The Brit chats after her second-place finish at the 2019 Ironman 70.3 World Championships in Nice, France.

This time last year, former 70.3 world champion Holly Lawrence was fighting an uphill battle with a nasty foot injury that doctors feared could end her career. Now—after an impressive return to racing in 2019—the ballsy Brit is celebrating her second 70.3 World Championship podium. Lawrence finished second to the indomitable Daniela Ryf, who earned a record fifth 70.3 world title on Saturday in Nice, France. Up-and-comer Imogen Simmonds, also from Switzerland, came third in what was a highly competitive, thrilling and dynamic race. Triathlete.com caught up with Lawrence as she prepared to jet home to Los Angeles after enjoying a few days of R&R on the French Riviera.

Triathlete.com: How were you feeling going into this race?
Holly Lawrence: Generally good, training had gone really well and I was really happy with where I was. I flew out to Nice after the 70.3 European Champs to spend a couple of weeks on the course so I felt like I was as prepared as I could be.

T: What were your goals and aspirations?
HL: To have the best race for myself regardless of position, but hope that would put me on the podium.

T: Best part of the race for you?
HL: I’m not sure there was a “best” part—it was very stressful out there. But I love to climb and I really loved that aspect of the bike course.

T: How were the conditions, anything you struggled with?
HL: Just the descent on the bike course was going to be challenging for me, I’m not the best descender so maximizing what I could do was key. I was relieved to only lose two minutes to Daniela, but obviously that’s not ideal!

T: At what point did you realize you were going to podium?
HL: I never count anything until I cross that line but felt I was secure in second, but not too secure.

Photo: Pablo Blazquez Dominguez/Getty Images for Ironman

T: Which part of the race did you execute best?
HL: My coach, Dean Golich, begged me before the race that whatever I did I had to take the first steep section of the climb easy. It lasts about five minutes—and even if this meant letting people go—he wanted me to take that section easy. It was torture to let a bunch of people pass me, but most of those girls paid for it later so I was happy I stuck to the plan.

T: Anything you wish you’d done better?
HL: I’m not very happy with my swim. I started out on Lucy’s (Charles-Barclay) feet but lost touch after a little while and was in no man’s land swimming with who I thought were good swimmers, but we all bunched together so much and made it easier to keep more bodies with us, which made for a more hectic start.

T: Post-race food? Any beer/cookies/favorite foods?! Tell us all your secrets!
HL: After eating so much candy pre-race and all the sugar during the race I just felt like protein and plain foods afterward, but I do like to indulge in some celebratory drinks after a big race like this so was definitely nursing a hangover the day after!

T: First words your coach said to you?
HL: He sent me a gif that said “Who is awesome?!” with a dude pointing at me. We have a funny text exchange going between us consisting of a lot of gifs. Dean is such a great guy, a great coach with a strong science background who is a good influence on me; he gets me.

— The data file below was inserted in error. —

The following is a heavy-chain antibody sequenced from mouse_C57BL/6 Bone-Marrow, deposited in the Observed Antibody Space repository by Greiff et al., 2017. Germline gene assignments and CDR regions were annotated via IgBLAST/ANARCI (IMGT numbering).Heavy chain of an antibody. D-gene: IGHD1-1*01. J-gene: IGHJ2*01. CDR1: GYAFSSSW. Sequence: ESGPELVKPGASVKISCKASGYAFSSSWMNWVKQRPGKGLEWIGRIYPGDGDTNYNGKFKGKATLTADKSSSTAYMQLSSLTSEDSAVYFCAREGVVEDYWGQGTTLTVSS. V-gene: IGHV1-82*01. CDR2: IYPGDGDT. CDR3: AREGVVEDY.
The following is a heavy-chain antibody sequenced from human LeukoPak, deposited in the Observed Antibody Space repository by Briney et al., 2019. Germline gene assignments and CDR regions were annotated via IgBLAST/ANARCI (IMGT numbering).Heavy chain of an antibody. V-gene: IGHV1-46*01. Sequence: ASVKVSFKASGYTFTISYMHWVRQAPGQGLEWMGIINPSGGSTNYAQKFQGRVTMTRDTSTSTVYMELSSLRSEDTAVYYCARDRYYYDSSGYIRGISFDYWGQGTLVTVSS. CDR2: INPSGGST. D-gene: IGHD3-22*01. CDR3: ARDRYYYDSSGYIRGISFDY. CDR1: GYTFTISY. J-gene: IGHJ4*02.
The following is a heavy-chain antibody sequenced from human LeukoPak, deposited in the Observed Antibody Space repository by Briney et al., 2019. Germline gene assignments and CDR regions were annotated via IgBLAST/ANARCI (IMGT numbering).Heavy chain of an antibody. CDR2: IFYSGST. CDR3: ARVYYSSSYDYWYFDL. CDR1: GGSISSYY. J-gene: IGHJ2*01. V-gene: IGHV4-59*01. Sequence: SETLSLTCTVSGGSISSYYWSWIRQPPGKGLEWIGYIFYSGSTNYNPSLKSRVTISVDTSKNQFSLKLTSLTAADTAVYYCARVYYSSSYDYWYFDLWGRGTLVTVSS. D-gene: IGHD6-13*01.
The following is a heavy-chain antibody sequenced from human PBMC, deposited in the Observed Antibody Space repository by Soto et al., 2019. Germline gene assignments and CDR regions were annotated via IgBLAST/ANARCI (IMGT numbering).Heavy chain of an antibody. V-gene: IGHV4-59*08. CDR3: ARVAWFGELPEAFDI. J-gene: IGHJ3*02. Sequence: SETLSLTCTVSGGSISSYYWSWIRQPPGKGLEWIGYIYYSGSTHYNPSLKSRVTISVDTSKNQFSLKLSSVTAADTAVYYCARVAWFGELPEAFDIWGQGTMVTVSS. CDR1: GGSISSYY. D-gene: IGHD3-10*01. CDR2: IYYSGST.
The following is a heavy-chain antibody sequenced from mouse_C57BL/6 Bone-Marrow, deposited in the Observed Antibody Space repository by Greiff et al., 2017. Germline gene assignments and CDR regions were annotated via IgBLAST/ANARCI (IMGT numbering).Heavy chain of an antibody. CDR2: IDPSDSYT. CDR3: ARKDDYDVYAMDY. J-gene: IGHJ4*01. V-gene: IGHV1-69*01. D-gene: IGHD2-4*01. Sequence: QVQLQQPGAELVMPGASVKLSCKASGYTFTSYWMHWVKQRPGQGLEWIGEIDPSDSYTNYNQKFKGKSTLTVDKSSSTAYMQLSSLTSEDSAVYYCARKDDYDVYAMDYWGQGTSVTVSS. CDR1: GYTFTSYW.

T: How sore are you post-race, on a scale of 1-10?
HL: I can’t do these ratings! To me, 10 would be on my deathbed, so maybe a 4-5 the next day coupled with the hangover!

T: Any blisters, any chafing?
HL: Nope—except a big nasty scratch on my back which I’m guessing is from one of the girls in the swim.

T: First thoughts when you hit the finish chute?
HL: Thank F**K. I was massively struggling the last couple miles of the run. When I headed out on the run I ran faster than I usually would to try to eat time into Daniela and see if I could get back within distance; it was a pretty ballsy move, but was also my only way to try and get her.

Photo: Nigel Roddis/Getty Images for Ironman

T: Mantra or words that got you through the race?
HL: Stay strong. My coach’s words. Also I’ve been using the app Headspace for a while now and I know this’ll sound crazy, but when I think of a negative thought I just label it “thought” or “feeling” and it helps you to distance it from yourself so you don’t get involved in thinking about it.

T: Pre-race brekkie?
HL: Oatmeal with almond milk and egg whites, blueberries, maple syrup, and a boat load of coffee.

T: What (and when) will your first workout be post-race?
HL: I did a little run a couple of days later with my friend in Nice, but I won’t be doing anything until Saturday and then it’ll be whatever I feel like for a week.

T: What does your training look like this week?
HL: I was given a week totally off training and then some fun training next week.

T: What’s next on your racing calendar?
HL: Not sure yet, I’ll decide with my coach in a few days. I’ve been racing since last December (coming back from the injury) so I’m due some downtime and I want to have a good winter’s training this year.

T: What does the rest of your racing schedule look like this year?
HL: TBD.

T: Tell us who all of your sponsors are…
HL: Trek, Bahrain Endurance 13, Oakley, TYR, Clif Bar, Zwift, Garmin, Santini.

T: Best post-race recovery tip for age groupers?
HL: Massage, lots of fluids, protein—and then just enjoy it!

Photo: Nigel Roddis/Getty Images for Ironman